Part of the scoring in these events is in presentation and I think I did a decent job presenting my form. It’s a shame I omitted the kwan do from the third step and realized it a millisecond too late not to just keep going and let it go… My break was clean and I felt pretty sporty about it especially since I had never done a break with an actual board before — nevermind two at once — until one and then two of the judges mentioned that I had completely skipped my introduction before doing the break. Color me mortified.
I came to the event worried about two things: the soo dos in the last four steps of pyang ahn cho dan and not keeping the turns on my left ankle crisp (I managed to twist it badly a few days before the tournament.). Neither of those ended up being a problem; overconfidence and lack of concentration in other areas altogether were. I can pretty much guarantee that I’ll never make those two particular mistakes ever again. The trick will be not making mistakes in those categories again.
The most embarrassing part is knowing that I was trained better than that and that my error reflects on LTSD and SBN & KSN Krantz. Live and learn: There are two more interclub tournaments to go this season to redeem past mistakes.
Arctic cold will not defeat me.
Epic snowfall will not defeat me.
Five hyung will not defeat me.
Il soo sik dae ryun will not defeat me.
Kyuck pa will not defeat me.
Getting my @#$%& patches sewn on my do bohk straight may very well defeat me…
I’m counting down the days at this point confident that, if I continue to train regularly and stay focused, I will regain my green. My plan is simple. I have the tools through yuk gup and am committed to sharpening them all as best as I can over the next four weeks.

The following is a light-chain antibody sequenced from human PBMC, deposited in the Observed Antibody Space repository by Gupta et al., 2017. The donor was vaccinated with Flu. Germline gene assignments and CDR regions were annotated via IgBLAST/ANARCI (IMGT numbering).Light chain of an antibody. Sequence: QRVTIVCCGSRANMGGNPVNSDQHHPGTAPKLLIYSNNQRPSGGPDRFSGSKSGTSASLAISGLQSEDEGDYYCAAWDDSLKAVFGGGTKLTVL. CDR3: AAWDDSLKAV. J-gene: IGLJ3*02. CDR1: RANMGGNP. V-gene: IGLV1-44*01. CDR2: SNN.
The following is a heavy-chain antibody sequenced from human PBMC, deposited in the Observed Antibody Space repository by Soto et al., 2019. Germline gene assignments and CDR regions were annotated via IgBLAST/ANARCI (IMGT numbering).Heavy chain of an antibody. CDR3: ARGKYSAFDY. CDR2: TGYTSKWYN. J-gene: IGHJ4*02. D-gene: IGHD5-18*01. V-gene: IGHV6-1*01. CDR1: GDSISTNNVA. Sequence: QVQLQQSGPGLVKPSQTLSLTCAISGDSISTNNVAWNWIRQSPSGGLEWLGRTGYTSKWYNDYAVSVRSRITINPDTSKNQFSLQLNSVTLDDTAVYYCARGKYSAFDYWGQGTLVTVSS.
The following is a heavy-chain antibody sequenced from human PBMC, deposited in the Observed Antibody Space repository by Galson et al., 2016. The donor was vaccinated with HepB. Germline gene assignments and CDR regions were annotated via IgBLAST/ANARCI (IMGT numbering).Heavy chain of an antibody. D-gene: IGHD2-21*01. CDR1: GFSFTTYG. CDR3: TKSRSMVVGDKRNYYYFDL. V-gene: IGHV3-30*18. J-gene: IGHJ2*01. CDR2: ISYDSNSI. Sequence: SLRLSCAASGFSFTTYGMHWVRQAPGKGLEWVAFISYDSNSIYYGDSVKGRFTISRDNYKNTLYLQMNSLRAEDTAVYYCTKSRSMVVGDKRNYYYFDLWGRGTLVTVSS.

One of my Tang Soo Do instructors posted a sad notice on Facebook a few days ago announcing that Dr. John Larlee, 10th dan Soke of Beikoku Mizu Ryu JuJitsu, had passed away at the age of 83. I never had the privilege of meeting Soke Larlee but something about the post caught my attention. It seems Soke Larlee was a remarkable man; instructor, Grand Master in Jujitsu, Master in Kodokan Judo and Shotokan Karate. He was also a notable past champion competitor in Connecticut and New England.
Soke Larlee was part of the first generation of martial artists to bring the martial arts to the United States after encountering them overseas while in the military. The American martial arts community largely owes its existence to men like him, some of whom have already passed on leaving their legacy to their students and successors.
Active in the martial arts community until the very end, Soke Larlee was a member of the World Head of Family Sokeship Council, a prestigious and very exclusive organization of 9th and 10th degree black belts internationally recognized as Masters and Grand Masters. The photos and biography pictured on this page are from the WHFSC Grandmasters Council 2011 Compendium.
“Bernard of Chartres used to say that we [the Moderns] are like dwarves perched on the shoulders of giants [the Ancients], and thus we are able to see more and farther than the latter. And this is not at all because of the acuteness of our sight or the stature of our body, but because we are carried aloft and elevated by the magnitude of the giants.”